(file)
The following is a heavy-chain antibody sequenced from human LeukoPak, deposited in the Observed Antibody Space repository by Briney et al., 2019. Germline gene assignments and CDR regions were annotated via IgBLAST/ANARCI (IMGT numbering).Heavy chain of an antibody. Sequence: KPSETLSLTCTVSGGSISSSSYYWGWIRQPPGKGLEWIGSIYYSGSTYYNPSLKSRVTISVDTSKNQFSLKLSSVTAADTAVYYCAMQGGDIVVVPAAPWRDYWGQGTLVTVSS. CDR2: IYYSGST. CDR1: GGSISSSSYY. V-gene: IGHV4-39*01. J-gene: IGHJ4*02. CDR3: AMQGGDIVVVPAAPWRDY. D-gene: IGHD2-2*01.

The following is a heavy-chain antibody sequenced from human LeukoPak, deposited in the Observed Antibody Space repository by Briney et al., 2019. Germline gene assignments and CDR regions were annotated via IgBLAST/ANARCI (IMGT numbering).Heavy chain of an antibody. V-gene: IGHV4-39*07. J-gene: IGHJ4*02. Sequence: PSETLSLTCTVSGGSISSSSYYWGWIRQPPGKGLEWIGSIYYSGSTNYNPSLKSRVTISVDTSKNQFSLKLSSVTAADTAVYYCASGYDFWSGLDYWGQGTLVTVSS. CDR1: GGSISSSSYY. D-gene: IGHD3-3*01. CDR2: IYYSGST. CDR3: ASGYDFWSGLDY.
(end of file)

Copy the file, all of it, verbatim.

The following is a heavy-chain antibody sequenced from human LeukoPak, deposited in the Observed Antibody Space repository by Briney et al., 2019. Germline gene assignments and CDR regions were annotated via IgBLAST/ANARCI (IMGT numbering).Heavy chain of an antibody. Sequence: KPSETLSLTCTVSGGSISSSSYYWGWIRQPPGKGLEWIGSIYYSGSTYYNPSLKSRVTISVDTSKNQFSLKLSSVTAADTAVYYCAMQGGDIVVVPAAPWRDYWGQGTLVTVSS. CDR2: IYYSGST. CDR1: GGSISSSSYY. V-gene: IGHV4-39*01. J-gene: IGHJ4*02. CDR3: AMQGGDIVVVPAAPWRDY. D-gene: IGHD2-2*01.

The following is a heavy-chain antibody sequenced from human LeukoPak, deposited in the Observed Antibody Space repository by Briney et al., 2019. Germline gene assignments and CDR regions were annotated via IgBLAST/ANARCI (IMGT numbering).Heavy chain of an antibody. V-gene: IGHV4-39*07. J-gene: IGHJ4*02. Sequence: PSETLSLTCTVSGGSISSSSYYWGWIRQPPGKGLEWIGSIYYSGSTNYNPSLKSRVTISVDTSKNQFSLKLSSVTAADTAVYYCASGYDFWSGLDYWGQGTLVTVSS. CDR1: GGSISSSSYY. D-gene: IGHD3-3*01. CDR2: IYYSGST. CDR3: ASGYDFWSGLDY.